Cannes Film Festival – Justin Kurzel’s ‘Nitram’ in competition

Based around the Port Arthur gunman, Nitram is the first Australian film in official competition in a decade.

Justin Kurzel’s controversial Nitram, inspired by the lead-up to the Port Arthur massacre in Tasmania in 1996, has been announced as one of the 24 films in official competition for the prestigious P’alme d’Or at Cannes. This is the first Australian film in a decade, with the last being Julia Leigh’s Sleeping Beauty in 2011.

For Kurzel this is a satisfying answer to a public campaign which condemned the film before a single frame was shot. The film did not receive direct funding from state agencies or Screen Australia, but the MIFF Premiere Fund was involved, and it will have its Australian premiere in August at the Melbourne International Film Festival.

Nitram, which spells ‘Martin’ backwards, does not mention the gunman by name and stars American actor Caleb Landry in the lead role, alongside Judy Davis and Anthony LaPaglia as his parents, and Essie Davis. Apparently there is not one murder shown on screen and the film instead aims to delve into the psychology of the character. The film was shot in Geelong, standing in for Tasmania.

For Nitram, Kurzel is reunited with Shaun Grant, a key writer on Snowtown, and his brother Jed Kurzel, who always writes music on his films. The producers here have a strong Madman flavour – they are Good Thing Productions’ Nick Batsias and Virginia Whitwell, along with Shaun Grant, and Jed Kurzel, with Paul Wiegard as executive producer. Nitram is a Stan Original production and Madman Entertainment will handle theatrical.

Kurzel at Cannes: a history

Australian films have a patchy record at the Cannes Film Festival, which is simultaneously biassed to US indy darlings, to European and Middle Eastern auteurs and to the flashiest of American tentpoles. It is the ultimate stamping ground of the director as hero – indeed it helped to create the whole mythos. This is France so it celebrates the French language and European cinema more generally. The French have such strong Arabic and Mediterranean Muslim connections so it is also more sensitive than most to those traditions.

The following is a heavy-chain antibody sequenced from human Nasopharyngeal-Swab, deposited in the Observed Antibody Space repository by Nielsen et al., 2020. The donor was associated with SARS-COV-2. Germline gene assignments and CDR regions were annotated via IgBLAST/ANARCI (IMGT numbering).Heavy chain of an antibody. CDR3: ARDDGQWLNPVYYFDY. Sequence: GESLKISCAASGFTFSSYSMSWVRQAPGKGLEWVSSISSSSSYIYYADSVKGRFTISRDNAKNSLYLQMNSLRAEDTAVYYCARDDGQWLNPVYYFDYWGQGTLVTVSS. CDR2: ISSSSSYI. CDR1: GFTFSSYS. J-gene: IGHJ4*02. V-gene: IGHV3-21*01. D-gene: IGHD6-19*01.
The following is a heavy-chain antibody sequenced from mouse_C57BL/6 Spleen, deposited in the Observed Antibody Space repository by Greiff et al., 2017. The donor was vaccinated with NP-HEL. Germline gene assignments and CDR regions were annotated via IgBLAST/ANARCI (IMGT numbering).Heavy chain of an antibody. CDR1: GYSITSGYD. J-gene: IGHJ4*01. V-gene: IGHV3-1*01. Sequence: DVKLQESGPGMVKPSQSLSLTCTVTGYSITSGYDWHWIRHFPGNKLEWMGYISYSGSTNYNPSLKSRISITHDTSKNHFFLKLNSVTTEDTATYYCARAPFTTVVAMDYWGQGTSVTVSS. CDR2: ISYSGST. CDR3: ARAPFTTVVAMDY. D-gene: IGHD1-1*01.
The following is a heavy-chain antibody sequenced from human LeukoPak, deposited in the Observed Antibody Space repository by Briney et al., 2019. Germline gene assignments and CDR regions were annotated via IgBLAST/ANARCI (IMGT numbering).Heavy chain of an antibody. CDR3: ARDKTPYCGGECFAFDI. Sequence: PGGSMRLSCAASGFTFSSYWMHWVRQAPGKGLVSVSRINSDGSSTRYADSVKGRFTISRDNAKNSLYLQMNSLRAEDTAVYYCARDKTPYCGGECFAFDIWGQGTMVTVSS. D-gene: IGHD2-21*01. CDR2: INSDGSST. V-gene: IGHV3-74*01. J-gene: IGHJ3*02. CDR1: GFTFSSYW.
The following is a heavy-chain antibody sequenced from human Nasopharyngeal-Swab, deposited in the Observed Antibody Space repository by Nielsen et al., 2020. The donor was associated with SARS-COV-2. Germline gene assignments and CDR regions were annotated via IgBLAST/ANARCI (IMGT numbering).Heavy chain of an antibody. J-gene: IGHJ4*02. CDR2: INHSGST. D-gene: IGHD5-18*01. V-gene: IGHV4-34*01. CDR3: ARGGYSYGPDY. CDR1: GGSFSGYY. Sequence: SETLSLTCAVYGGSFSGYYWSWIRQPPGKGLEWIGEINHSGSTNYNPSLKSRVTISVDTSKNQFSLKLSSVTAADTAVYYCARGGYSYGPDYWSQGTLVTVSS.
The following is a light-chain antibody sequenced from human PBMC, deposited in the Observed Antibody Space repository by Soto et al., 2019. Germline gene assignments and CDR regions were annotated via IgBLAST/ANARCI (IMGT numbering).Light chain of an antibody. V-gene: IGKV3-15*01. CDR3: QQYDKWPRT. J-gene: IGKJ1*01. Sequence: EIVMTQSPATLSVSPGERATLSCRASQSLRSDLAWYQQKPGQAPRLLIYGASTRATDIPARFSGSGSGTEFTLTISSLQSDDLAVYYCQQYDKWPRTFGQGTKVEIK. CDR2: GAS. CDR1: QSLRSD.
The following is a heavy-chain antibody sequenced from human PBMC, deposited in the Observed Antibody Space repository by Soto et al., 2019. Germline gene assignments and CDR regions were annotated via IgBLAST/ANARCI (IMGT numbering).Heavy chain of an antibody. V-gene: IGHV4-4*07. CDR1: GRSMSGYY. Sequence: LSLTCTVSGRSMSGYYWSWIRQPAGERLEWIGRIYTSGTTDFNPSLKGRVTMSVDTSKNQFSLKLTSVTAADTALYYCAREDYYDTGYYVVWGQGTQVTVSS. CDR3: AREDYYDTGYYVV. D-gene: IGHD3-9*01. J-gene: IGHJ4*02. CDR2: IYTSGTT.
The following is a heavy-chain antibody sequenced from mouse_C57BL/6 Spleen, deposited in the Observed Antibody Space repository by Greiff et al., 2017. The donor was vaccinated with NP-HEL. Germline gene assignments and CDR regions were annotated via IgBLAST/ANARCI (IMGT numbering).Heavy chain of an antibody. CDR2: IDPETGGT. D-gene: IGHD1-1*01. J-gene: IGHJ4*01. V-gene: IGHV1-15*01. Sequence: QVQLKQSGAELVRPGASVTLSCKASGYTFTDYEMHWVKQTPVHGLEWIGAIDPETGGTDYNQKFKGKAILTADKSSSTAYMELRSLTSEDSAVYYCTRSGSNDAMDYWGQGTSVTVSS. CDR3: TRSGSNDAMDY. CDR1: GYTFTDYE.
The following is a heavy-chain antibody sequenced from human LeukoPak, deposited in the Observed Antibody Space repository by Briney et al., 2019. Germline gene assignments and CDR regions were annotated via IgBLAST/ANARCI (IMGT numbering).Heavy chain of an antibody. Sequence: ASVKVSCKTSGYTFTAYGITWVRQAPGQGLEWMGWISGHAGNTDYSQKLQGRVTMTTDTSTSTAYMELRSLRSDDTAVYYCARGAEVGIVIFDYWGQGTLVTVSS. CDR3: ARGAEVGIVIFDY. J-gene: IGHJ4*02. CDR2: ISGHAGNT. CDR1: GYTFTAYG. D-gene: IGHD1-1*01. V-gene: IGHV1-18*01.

Into this strides Justin Kurzel with Nitram, which has been selected for the Official Competition.

Kurzel began his career in 2011 with Snowtown, the utterly bleak account of the eleven murders which culminated in the discovery of their bodies in barrels in a bank vault in the town which is now forever notorious. It went to Cannes and won a special mention in Critics Week and for the FIPRESCI Prize, and was nominated for three other awards as well.  

Kurzel came back to Cannes in 2015 with his version of Macbeth, which was much more international though he brought a classical version of his unique sensibility. He was nominated for the Palm d’Or, and won special mentions yet again for Critics Week and the FIPRESCI Award.

Read more: Cannes 2015 – a modest haul for marsupial southerners

That film gave him a close relationship with stars Michael Fassbender and Marion Cotillard, which enabled him to direct Assassin’s Creed, based on the video game, for a veritable herd of producers and no less than fifteen production companies. It was nominated for nothing but a Golden Trailer Award, which it won. It was a flawed project, but Kurzel had no hand in the script.  

Kurzel returned to Australia for The True History of the Kelly Gang, his third project with actress (and his wife) Essie Davis and second with Shaun Grant as writer, though Kurzel again was not credited on the script. Key producers were Liz Watts, Vincent Sheehan as executive producer along with Paul Ranford and Hal Vogel. It did not break out on the festival circuit but it won three AACTAs for Costume, Hair and Makeup, and Production Design, and scored the AWGIE for Best Adaptation from the Australian Writers Guild.